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It is widely assumed that Americans care little about income inequality, believe opportunities abound, admire the rich, and dislike redistributive policies. Leslie McCall contends that such assumptions are based on both incomplete survey data and economic conditions of the past and not present. In fact, Americans have desired less inequality for decades, and McCall’s book explains why. Americans become most concerned about inequality in times of inequitable growth, when they view the rich as prospering while opportunities for good jobs, fair pay, and high quality education are restricted for everyone else. As a result, they favor policies to expand opportunity and redistribute earnings in the workplace, reducing inequality in the market rather than redistributing income after the fact with tax and spending policies. This book resolves the paradox of how Americans can express little enthusiasm for welfare state policies and still yearn for a more equitable society and forwards a new model of preferences about income inequality rooted in labor market opportunities rather than welfare state policies.Read more
- Moves beyond the stale debate over whether Americans care about inequality to the question of when and why they do and what they want done about it
- Includes up-to-date historical context, reflecting recent attention to rising income inequality in the Occupy Wall Street movement, privatization and austerity measures, and political debates over taxing the rich and economic growth for the middle class
- Challenges the widespread assumption that individuals should want to address income inequality through traditional government redistributive policies, such as taxing the rich and spending on the poor, rather than through reductions in labor market and earnings inequality
Reviews & endorsements
“The Undeserving Rich is a powerful and nuanced account of Americans’ economic beliefs. Filled with new insights and provocative arguments, Leslie McCall shows that the conventional wisdom that Americans are unaware of or indifferent to inequality is wrong. Based on careful analyses of survey data and media content covering three decades, The Undeserving Rich traces the emergence of economic inequality as a social issue and subtly explores what Americans do and don’t want their government to do in response. This timely and important book is required reading for anyone who cares about the politics of inequality in America.”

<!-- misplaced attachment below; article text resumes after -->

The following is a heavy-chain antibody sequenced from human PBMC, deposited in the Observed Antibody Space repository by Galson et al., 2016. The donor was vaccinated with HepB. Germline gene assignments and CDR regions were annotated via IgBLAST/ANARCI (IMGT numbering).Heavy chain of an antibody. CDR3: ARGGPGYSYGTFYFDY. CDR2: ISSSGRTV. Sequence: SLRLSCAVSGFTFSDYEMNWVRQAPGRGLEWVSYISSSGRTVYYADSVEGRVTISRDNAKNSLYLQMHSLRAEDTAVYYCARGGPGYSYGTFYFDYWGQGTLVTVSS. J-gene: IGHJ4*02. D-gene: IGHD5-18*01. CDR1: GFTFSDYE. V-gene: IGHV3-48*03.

Martin Gilens, Princeton UniversitySee more reviews
“There are rivers of analyses of Americans’ attitudes toward the poor, and at least rivulets of analyses of Americans’ attitudes toward the rich. But we have surprisingly little research on the crucial questions of how Americans understand the links between rich and poor and how they evaluate the fact of economic inequality. Leslie McCall bravely takes on those questions, and The Undeserving Rich yields fascinating insights. Americans seek more equality, but only if it is channeled through the appropriate use of equal opportunity; it is a curiously expansive and yet restrictive set of attitudes that McCall expertly parses.”
Jennifer Hochschild, Harvard University
“Everyone concerned with growing inequality in the United States should read this book as it challenges the myth that Americans have stable attitudes toward inequality or are indifferent to it. McCall looks at attitudes toward the undeserving rich to illuminate how Americans react to income inequality and how they understand the role of hard work and public redistribution in shaping inequality. We learn that for many Americans, income inequality functions as a signal of unequal opportunity and is tied to a concern about the lack of expanding opportunities for the population as a whole. Thus, this important book brings about crucial correctives to arguments often made by political economists about the primacy of economic growth over income inequality.” Michele Lamont, coeditor of Social Resilience in the Neoliberal Era
"In this carefully constructed study, McCall leverages public opinion survey data to challenge the traditional narrative concerning American attitudes about economic inequality … Summing up: recommended."
S. E. Horn, Choice
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- Date Published: March 2013
- format: Paperback
- isbn: 9781107699823
- length: 320 pages
- dimensions: 228 x 153 x 18 mm
- weight: 0.43kg
- contains: 29 b/w illus.
- availability: Available
Table of Contents
Introduction: thinking about income inequality
1. Beyond the opposition between opportunity and inequality: theories of American beliefs about inequality from the nineteenth century to the present
2. The emergence of a new social issue: media coverage of economic inequality and social class in the United States, 1980–2010
3. American beliefs about income inequality: what, when, who, and why
4. Why do Americans care about income inequality? The role of opportunity
5. Americans' social policy preferences in the era of rising inequality
Conclusion: a new era of beliefs about inequality.
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